Investigations into the tax affairs of small and medium-sized businesses generated an additional £468m in extra tax for HMRC for the year ending 31 March 2016, national accountancy group UHY Hacker Young has reported.
UHY Hacker Young said that HMRC’s crackdown on SMEs had intensified as tax investigations into large businesses had become “less profitable”, with in-house tax specialists and better resources allowing companies to close down HMRC investigations.
Roy Maugham, tax partner at UHY Hacker Young, said: “HMRC are showing signs of beginning to exhaust yields from investigations into large businesses. Many small and mid-sized companies may not have been at the top of HMRC’s agenda in the past, but are now coming under the spotlight.”
UHY Hacker Young suggested that SMEs could be “more prone to errors”, as they were often restricted by time, budgets and financial experience with regard to tax self-assessments.
“There is increasing pressure on small and mid-sized businesses to spend their time and money on systems to ensure that tax affairs are accurate and up to date. Without adequate care, small businesses are at risk of being pulled up over minor mistakes or small disparities, which could incur disproportionately heavy fines and penalties,” Maugham said.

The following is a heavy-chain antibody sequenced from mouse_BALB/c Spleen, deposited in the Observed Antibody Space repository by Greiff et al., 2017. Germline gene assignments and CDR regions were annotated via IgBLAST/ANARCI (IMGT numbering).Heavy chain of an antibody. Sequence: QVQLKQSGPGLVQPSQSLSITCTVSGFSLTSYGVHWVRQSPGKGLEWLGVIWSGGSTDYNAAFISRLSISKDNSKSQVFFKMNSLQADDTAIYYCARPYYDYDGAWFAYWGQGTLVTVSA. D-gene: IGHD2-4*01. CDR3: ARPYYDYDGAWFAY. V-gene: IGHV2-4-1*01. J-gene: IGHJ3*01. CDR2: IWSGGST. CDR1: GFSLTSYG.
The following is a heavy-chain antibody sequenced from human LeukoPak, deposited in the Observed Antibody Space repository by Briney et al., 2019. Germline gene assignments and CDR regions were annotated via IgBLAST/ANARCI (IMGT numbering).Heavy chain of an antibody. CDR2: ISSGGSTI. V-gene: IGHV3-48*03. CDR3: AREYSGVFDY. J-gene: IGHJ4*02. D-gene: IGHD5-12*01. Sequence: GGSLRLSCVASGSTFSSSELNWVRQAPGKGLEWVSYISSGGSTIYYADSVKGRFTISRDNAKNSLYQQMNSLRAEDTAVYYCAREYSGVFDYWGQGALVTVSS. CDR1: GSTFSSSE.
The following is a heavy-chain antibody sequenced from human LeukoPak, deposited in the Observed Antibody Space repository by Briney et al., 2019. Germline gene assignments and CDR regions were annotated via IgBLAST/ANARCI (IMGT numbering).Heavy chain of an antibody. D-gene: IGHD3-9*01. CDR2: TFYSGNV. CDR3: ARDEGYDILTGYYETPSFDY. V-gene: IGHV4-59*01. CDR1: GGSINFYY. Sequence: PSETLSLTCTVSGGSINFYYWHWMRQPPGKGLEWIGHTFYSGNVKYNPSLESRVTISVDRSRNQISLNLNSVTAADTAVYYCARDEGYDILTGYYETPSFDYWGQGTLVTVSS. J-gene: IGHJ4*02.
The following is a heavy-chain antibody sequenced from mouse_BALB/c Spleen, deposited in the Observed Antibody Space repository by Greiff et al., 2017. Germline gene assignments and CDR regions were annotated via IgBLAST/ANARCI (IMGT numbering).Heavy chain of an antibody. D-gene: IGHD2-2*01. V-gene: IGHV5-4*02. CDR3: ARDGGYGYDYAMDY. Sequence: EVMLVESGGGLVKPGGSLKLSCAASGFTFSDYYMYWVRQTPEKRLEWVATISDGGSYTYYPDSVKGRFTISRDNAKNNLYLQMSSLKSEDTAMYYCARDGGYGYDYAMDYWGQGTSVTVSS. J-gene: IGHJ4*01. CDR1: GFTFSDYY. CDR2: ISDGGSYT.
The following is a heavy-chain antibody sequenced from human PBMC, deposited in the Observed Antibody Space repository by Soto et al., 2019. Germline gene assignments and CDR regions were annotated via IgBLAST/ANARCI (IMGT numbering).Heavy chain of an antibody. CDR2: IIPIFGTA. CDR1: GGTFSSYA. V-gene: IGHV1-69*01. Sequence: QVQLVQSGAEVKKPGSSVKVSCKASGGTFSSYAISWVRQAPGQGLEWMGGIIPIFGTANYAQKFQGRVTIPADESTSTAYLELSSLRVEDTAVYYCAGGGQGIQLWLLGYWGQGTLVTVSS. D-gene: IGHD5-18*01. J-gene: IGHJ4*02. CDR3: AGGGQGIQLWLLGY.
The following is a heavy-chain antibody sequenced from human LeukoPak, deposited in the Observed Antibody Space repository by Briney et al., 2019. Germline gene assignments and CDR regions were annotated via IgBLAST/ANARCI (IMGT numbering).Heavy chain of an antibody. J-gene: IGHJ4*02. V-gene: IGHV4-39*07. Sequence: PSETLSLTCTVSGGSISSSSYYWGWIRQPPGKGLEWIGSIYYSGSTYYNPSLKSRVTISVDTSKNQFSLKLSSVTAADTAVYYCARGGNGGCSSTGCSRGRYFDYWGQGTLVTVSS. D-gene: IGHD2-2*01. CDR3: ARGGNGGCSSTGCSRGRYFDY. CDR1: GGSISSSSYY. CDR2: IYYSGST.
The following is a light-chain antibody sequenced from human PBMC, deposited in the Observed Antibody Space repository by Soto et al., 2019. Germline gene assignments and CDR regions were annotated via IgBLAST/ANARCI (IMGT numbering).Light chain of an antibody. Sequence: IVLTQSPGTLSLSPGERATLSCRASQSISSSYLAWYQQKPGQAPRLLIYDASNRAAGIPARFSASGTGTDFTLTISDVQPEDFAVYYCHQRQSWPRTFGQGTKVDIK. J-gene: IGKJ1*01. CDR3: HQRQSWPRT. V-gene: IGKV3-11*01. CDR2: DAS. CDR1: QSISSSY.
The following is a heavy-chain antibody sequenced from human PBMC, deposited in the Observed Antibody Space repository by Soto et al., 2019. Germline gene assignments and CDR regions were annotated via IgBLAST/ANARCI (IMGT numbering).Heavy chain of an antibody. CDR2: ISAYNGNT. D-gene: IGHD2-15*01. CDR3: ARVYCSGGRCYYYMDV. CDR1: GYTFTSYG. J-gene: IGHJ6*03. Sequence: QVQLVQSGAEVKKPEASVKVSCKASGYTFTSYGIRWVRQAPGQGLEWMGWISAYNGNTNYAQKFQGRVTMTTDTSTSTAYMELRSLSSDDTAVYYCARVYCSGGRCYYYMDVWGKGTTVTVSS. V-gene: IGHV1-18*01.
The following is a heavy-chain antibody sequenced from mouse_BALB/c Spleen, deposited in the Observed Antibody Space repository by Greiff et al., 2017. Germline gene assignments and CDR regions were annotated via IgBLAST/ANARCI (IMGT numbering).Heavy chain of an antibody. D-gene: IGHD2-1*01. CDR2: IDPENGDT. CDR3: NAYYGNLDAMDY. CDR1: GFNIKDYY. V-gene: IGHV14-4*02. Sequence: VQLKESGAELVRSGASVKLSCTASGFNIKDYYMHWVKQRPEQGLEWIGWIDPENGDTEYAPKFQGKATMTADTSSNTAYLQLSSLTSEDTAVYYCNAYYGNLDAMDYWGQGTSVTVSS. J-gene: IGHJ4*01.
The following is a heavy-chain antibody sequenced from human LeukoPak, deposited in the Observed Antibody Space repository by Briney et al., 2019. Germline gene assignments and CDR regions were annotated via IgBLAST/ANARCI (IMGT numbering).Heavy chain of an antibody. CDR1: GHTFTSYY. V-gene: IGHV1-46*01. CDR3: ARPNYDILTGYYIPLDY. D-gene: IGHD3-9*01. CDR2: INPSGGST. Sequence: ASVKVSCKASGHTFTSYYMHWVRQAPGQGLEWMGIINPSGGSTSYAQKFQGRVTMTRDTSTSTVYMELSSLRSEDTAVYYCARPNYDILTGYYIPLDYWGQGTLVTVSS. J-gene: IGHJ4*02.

Last year, the HMRC unit responsible for investigating SMEs’ tax affairs was split into two. One unit now focuses on wealthy and mid-sized business compliance, with the other concentrating on individuals and small business compliance.
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